Metabolites of milk intake: a metabolomic approach in UK twins with findings replicated in two European cohorts

Tess Pallister, Toomas Haller, Barbara Thorand, Elisabeth Altmaier, Aedin Cassidy, Tiphaine Martin, Amy Jennings, Robert P. Mohney, Christian Gieger, Alexander MacGregor, Gabi Kastenmüller, Andres Metspalu, Tim D. Spector, Cristina Menni

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Abstract

Purpose Milk provides a significant source of calcium, protein, vitamins and other minerals to Western populations throughout life. Due to its widespread use, the metabolic and health impact of milk consumption warrants further investigation and biomarkers would aid epidemiological studies. Methods Milk intake assessed by a validated food frequency questionnaire was analyzed against fasting blood metabolomic profiles from two metabolomic platforms in females from the TwinsUK cohort (n = 3559). The top metabolites were then replicated in two independent populations (EGCUT, n = 1109 and KORA, n = 1593), and the results from all cohorts were meta-analyzed. Results Four metabolites were significantly associated with milk intake in the TwinsUK cohort after adjustment for multiple testing (P < 8.08 × 10−5) and covariates (BMI, age, batch effects, family relatedness and dietary covariates) and replicated in the independent cohorts. Among the metabolites identified, the carnitine metabolite trimethyl-N-aminovalerate (β = 0.012, SE = 0.002, P = 2.98 × 10−12) and the nucleotide uridine (β = 0.004, SE = 0.001, P = 9.86 × 10−6) were the strongest novel predictive biomarkers from the non-targeted platform. Notably, the association between trimethyl-N-aminovalerate and milk intake was significant in a group of MZ twins discordant for milk intake (β = 0.050, SE = 0.015, P = 7.53 × 10−4) and validated in the urine of 236 UK twins (β = 0.091, SE = 0.032, P = 0.004). Two metabolites from the targeted platform, hydroxysphingomyelin C14:1 (β = 0.034, SE = 0.005, P = 9.75 × 10−14) and diacylphosphatidylcholine C28:1 (β = 0.034, SE = 0.004, P = 4.53 × 10−16), were also replicated. Conclusions We identified and replicated in independent populations four novel biomarkers of milk intake: trimethyl-N-aminovalerate, uridine, hydroxysphingomyelin C14:1 and diacylphosphatidylcholine C28:1. Together, these metabolites have potential to objectively examine and refine milk-disease associations.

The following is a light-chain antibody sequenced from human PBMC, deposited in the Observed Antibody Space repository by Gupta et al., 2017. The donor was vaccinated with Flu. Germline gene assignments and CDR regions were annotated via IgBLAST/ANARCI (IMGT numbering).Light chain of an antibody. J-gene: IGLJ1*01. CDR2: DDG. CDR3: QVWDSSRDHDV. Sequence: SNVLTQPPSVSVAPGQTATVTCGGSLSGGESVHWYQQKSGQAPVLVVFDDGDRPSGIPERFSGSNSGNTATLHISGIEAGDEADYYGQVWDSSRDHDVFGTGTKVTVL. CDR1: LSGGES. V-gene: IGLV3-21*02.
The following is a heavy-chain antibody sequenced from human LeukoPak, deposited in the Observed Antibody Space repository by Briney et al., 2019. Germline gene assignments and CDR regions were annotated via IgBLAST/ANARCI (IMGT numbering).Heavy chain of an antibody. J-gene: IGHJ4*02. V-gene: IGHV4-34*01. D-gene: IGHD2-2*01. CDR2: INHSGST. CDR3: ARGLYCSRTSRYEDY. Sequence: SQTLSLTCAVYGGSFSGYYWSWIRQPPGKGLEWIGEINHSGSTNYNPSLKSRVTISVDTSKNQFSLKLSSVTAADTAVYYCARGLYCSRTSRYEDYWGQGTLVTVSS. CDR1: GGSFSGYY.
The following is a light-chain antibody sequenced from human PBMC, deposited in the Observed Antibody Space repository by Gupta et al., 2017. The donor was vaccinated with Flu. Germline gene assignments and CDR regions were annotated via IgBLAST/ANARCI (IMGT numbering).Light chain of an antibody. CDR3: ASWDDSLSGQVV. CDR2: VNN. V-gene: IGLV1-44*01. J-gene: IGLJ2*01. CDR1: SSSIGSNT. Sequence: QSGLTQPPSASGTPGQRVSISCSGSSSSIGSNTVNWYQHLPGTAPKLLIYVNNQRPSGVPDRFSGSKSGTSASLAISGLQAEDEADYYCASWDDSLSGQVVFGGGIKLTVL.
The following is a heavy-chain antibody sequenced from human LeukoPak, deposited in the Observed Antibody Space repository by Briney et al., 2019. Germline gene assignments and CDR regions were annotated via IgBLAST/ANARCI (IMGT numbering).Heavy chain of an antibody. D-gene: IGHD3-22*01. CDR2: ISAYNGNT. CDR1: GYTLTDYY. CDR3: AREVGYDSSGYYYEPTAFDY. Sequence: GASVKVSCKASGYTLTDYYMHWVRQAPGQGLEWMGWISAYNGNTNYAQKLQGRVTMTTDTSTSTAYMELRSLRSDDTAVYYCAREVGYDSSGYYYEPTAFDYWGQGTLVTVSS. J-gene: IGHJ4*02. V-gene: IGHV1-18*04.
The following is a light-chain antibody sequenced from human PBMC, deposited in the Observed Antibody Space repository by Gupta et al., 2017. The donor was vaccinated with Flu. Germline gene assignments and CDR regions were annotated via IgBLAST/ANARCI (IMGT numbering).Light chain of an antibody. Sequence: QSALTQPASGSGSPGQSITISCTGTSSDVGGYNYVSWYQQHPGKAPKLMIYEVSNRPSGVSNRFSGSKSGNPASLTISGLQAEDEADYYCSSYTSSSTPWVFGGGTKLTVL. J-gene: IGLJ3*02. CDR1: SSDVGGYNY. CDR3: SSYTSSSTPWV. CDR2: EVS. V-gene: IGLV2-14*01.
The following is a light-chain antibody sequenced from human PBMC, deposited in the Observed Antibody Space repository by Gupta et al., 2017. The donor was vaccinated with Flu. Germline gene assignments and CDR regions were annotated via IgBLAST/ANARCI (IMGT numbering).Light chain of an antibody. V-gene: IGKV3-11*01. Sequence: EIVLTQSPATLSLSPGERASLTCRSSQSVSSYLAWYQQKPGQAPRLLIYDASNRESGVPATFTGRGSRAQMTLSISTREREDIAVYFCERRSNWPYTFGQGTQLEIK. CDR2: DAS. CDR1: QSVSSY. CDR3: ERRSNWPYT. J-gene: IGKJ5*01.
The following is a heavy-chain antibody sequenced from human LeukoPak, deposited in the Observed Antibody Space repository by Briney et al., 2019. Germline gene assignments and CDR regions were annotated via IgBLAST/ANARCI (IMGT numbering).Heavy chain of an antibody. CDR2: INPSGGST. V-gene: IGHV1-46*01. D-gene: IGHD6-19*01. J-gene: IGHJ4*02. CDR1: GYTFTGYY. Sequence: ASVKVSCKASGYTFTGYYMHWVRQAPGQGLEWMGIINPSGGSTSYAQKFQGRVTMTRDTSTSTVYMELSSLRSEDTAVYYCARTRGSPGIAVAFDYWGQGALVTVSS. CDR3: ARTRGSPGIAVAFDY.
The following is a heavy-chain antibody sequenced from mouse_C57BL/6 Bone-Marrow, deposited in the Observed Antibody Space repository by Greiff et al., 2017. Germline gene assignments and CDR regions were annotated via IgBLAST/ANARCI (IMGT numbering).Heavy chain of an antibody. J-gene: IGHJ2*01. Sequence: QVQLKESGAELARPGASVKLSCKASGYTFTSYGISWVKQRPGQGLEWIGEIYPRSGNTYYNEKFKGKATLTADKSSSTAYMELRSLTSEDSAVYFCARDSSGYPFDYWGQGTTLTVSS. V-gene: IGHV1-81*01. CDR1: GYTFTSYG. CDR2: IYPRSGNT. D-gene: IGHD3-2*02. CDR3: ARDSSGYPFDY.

Original languageEnglish
Pages (from-to)2379–2391
JournalEuropean Journal of Nutrition
Volume56
Issue number7
Early online date28 Jul 2016
DOIs
Publication statusPublished - 01 Oct 2017

Bibliographical note

This article is distributed under the terms of the Creative Commons Attribution 4.0 International License (http://creativecommons.org/licenses/by/4.0/), which permits unrestricted use, distribution, and reproduction in any medium, provided you give appropriate credit to the original author(s) and the source, provide a link to the Creative Commons license, and indicate if changes were made.

Keywords

  • Nutrition
  • Metabolomics
  • Twins
  • Biomarkers
  • Milk

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    Pallister, T., Haller, T., Thorand, B., Altmaier, E., Cassidy, A., Martin, T., Jennings, A., Mohney, R. P., Gieger, C., MacGregor, A., Kastenmüller, G., Metspalu, A., Spector, T. D., & Menni, C. (2017). Metabolites of milk intake: a metabolomic approach in UK twins with findings replicated in two European cohorts. European Journal of Nutrition, 56(7), 2379–2391. https://doi.org/10.1007/s00394-016-1278-x